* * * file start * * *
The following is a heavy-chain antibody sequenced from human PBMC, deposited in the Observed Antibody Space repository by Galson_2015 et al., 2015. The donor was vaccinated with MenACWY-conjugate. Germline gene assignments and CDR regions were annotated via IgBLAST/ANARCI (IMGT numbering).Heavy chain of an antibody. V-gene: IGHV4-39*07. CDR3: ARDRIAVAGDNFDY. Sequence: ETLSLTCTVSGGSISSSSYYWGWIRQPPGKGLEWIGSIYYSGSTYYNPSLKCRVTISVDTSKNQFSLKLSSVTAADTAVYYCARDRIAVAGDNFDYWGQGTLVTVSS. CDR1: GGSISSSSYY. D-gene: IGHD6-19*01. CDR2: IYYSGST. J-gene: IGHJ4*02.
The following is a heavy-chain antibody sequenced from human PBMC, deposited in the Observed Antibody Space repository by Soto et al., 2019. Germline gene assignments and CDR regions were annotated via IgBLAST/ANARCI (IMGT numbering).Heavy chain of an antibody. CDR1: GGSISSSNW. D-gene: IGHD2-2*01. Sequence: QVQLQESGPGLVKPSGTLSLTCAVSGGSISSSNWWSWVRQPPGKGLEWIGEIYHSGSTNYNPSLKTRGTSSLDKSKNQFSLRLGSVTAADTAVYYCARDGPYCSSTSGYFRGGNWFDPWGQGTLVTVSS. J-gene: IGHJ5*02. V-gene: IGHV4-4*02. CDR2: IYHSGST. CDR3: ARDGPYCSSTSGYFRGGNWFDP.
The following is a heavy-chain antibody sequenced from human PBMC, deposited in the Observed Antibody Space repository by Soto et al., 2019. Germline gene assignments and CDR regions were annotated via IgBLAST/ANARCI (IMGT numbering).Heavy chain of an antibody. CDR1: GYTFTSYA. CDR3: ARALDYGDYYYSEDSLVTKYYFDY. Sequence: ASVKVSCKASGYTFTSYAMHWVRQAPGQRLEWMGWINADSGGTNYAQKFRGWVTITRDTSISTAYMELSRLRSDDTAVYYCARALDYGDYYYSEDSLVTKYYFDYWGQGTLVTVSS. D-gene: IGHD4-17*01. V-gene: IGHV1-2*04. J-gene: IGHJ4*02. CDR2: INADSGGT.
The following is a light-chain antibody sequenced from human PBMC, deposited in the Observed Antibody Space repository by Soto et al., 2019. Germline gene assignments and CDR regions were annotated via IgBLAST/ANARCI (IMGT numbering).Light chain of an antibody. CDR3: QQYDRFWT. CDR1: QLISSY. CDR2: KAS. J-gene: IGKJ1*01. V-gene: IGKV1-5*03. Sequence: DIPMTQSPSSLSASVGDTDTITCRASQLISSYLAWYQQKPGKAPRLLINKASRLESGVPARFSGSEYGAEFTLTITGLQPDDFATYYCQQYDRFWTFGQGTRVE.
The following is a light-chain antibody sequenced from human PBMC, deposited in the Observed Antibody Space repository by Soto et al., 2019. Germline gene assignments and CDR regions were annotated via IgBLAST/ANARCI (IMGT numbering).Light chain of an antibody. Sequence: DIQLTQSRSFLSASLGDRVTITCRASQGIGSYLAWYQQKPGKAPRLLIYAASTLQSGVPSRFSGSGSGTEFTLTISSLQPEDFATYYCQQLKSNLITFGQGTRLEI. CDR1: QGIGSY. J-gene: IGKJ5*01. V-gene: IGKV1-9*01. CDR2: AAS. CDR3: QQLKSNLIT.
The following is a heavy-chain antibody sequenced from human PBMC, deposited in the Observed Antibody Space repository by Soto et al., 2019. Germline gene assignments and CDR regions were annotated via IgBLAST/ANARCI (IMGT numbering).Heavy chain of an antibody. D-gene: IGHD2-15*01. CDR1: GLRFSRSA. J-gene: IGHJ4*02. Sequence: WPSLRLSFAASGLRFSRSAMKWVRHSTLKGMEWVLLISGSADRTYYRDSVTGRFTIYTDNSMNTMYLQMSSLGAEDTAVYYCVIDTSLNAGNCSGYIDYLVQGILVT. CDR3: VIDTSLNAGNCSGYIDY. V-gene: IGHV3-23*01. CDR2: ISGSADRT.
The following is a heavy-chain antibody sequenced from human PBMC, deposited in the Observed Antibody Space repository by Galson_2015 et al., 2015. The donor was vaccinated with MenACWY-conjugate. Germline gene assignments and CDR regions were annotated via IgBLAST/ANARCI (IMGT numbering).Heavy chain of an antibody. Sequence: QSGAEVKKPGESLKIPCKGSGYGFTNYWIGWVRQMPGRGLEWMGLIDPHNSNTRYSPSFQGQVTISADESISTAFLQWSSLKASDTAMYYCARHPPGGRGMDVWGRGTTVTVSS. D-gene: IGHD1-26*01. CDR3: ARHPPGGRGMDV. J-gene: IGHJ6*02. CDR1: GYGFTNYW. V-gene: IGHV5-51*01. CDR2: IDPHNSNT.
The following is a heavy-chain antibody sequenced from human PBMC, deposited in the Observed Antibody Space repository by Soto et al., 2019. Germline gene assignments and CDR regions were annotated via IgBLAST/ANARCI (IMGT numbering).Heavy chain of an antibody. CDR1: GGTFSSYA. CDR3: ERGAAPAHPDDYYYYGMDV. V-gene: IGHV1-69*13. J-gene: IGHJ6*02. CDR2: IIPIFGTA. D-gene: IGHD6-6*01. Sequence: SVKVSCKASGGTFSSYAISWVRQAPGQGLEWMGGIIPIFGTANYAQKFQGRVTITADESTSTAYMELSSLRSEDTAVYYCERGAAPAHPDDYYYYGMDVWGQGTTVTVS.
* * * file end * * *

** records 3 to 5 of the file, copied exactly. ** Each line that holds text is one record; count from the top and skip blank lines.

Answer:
The following is a heavy-chain antibody sequenced from human PBMC, deposited in the Observed Antibody Space repository by Soto et al., 2019. Germline gene assignments and CDR regions were annotated via IgBLAST/ANARCI (IMGT numbering).Heavy chain of an antibody. CDR1: GYTFTSYA. CDR3: ARALDYGDYYYSEDSLVTKYYFDY. Sequence: ASVKVSCKASGYTFTSYAMHWVRQAPGQRLEWMGWINADSGGTNYAQKFRGWVTITRDTSISTAYMELSRLRSDDTAVYYCARALDYGDYYYSEDSLVTKYYFDYWGQGTLVTVSS. D-gene: IGHD4-17*01. V-gene: IGHV1-2*04. J-gene: IGHJ4*02. CDR2: INADSGGT.
The following is a light-chain antibody sequenced from human PBMC, deposited in the Observed Antibody Space repository by Soto et al., 2019. Germline gene assignments and CDR regions were annotated via IgBLAST/ANARCI (IMGT numbering).Light chain of an antibody. CDR3: QQYDRFWT. CDR1: QLISSY. CDR2: KAS. J-gene: IGKJ1*01. V-gene: IGKV1-5*03. Sequence: DIPMTQSPSSLSASVGDTDTITCRASQLISSYLAWYQQKPGKAPRLLINKASRLESGVPARFSGSEYGAEFTLTITGLQPDDFATYYCQQYDRFWTFGQGTRVE.
The following is a light-chain antibody sequenced from human PBMC, deposited in the Observed Antibody Space repository by Soto et al., 2019. Germline gene assignments and CDR regions were annotated via IgBLAST/ANARCI (IMGT numbering).Light chain of an antibody. Sequence: DIQLTQSRSFLSASLGDRVTITCRASQGIGSYLAWYQQKPGKAPRLLIYAASTLQSGVPSRFSGSGSGTEFTLTISSLQPEDFATYYCQQLKSNLITFGQGTRLEI. CDR1: QGIGSY. J-gene: IGKJ5*01. V-gene: IGKV1-9*01. CDR2: AAS. CDR3: QQLKSNLIT.